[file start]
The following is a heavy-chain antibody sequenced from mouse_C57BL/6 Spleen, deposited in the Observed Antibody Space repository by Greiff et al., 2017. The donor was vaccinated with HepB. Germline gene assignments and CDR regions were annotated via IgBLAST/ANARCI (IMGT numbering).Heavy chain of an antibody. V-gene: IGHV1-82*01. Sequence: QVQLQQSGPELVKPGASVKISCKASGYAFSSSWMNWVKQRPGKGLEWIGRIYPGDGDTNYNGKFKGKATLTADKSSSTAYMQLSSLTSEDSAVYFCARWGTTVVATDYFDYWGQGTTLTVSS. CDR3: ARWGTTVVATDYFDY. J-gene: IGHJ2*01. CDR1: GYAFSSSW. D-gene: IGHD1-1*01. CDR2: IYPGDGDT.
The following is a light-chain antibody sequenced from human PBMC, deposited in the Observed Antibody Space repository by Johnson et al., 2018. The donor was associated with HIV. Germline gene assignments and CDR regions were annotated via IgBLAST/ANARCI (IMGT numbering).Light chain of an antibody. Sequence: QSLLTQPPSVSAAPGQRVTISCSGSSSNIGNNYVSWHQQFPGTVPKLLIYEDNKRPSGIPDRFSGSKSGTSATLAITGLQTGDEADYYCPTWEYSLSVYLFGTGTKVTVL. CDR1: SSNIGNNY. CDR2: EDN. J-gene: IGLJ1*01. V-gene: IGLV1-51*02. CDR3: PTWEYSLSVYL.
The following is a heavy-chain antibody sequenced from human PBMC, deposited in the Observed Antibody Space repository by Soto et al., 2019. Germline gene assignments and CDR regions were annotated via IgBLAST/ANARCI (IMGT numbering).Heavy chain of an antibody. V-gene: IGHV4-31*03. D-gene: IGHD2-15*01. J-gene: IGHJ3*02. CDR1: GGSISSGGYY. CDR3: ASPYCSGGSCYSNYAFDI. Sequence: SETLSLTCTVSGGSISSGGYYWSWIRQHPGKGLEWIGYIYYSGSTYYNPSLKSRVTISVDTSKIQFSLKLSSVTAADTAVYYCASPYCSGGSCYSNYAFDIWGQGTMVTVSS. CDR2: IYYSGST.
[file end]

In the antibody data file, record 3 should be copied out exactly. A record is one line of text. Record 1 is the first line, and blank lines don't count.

The following is a heavy-chain antibody sequenced from human PBMC, deposited in the Observed Antibody Space repository by Soto et al., 2019. Germline gene assignments and CDR regions were annotated via IgBLAST/ANARCI (IMGT numbering).Heavy chain of an antibody. V-gene: IGHV4-31*03. D-gene: IGHD2-15*01. J-gene: IGHJ3*02. CDR1: GGSISSGGYY. CDR3: ASPYCSGGSCYSNYAFDI. Sequence: SETLSLTCTVSGGSISSGGYYWSWIRQHPGKGLEWIGYIYYSGSTYYNPSLKSRVTISVDTSKIQFSLKLSSVTAADTAVYYCASPYCSGGSCYSNYAFDIWGQGTMVTVSS. CDR2: IYYSGST.